target_channels = Nout,
                                sample_length = T,
                               )

# Display the dataset classes
plt.figure()
for i, sample in enumerate(ds):
    plt.subplot(2, len(ds), i + 1)
    plt.imshow(sample[0])
    plt.title(f'Input class {i}')

    plt.subplot(2, len(ds), i + len(ds) + 1)
    plt.plot(sample[1])
    plt.xlabel(f'Target class {i}')
../_images/in-depth_torch-training_7_0.png

Defining a network

We’ll define a very simple MLP-like network to solve the regression task we just defined. In this simple network we define one hidden layer with a tanh non-linearity.

[4]:
from rockpool.nn.modules import LinearTorch, InstantTorch
from rockpool.nn.combinators import Sequential

def SimpleNet(Nin, Nhidden, Nout):
    return Sequential(
        LinearTorch((Nin, Nhidden)),
        InstantTorch((Nhidden,), torch.tanh),
        LinearTorch((Nhidden, Nout))
    )
Could not import package: No module named 'iaf_nest'
[5]:
Nhidden = 10
net = SimpleNet(Nin, Nhidden, Nout)

Training loop

As usually done for a regression task, we are using the MSE loss and Adam during training. The whole workflow is very similar to the native Torch API. The one difference to the standard Torch API is that the forward function returns a tuple of (output, state, recordings).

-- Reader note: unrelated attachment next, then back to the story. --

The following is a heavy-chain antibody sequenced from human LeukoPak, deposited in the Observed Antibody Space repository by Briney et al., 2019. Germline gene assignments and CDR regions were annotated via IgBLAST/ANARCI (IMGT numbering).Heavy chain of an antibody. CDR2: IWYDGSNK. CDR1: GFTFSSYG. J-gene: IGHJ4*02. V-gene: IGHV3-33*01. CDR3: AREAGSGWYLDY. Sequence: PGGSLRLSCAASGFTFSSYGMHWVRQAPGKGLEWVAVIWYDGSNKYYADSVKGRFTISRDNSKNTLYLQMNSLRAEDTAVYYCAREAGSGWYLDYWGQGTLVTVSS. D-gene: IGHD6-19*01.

[6]:
# - Useful imports
from tqdm.autonotebook import tqdm
from torch.optim import Adam, SGD
from torch.nn import MSELoss

# - Get the optimiser functions
optimizer = Adam(net.parameters().astorch(), lr=1e-4)

# - Loss function
loss_fun = MSELoss()

# - Record the loss values over training iterations
loss_t = []

num_epochs = 3000

# - Loop over iterations
for _ in tqdm(range(num_epochs)):
    for input, target in ds:

        optimizer.zero_grad()

        output, state, recordings = net(input)

        loss = loss_fun(output, target)
        loss.backward()
        optimizer.step()

        # - Keep track of the loss
        loss_t.append(loss.item())

After training, we inspect the loss and plot the result of the training. We can see that the loss is decreasing and the predicted curves match the target curves nicely.

[7]:
# - Plot the loss over iterations
plt.plot(loss_t)
plt.yscale('log')
plt.xlabel('Iteration')
plt.ylabel('Loss')
plt.title('Training loss');
../_images/in-depth_torch-training_16_0.png
[8]:
# - Evaluate classes
for i_class, [input, target] in enumerate(ds):

    # - Evaluate network
    net = net.reset_state()
    output, _, _ = net(input, record = True)

    # - Plot output and target
    plt.figure()
    plt.plot(output[0].detach().cpu().numpy(), 'k-')
    plt.plot(target, '--')
    plt.xlabel('Time (steps)')
    plt.ylabel('Value')
    plt.legend(['Output $y_0$',
                'Output $y_1$',
                'Target $\hat{y}_0$',
                'Target $\hat{y}_1$',
               ])
    plt.title(f'Class {i_class}')
../_images/in-depth_torch-training_17_0.png
../_images/in-depth_torch-training_17_1.png
../_images/in-depth_torch-training_17_2.png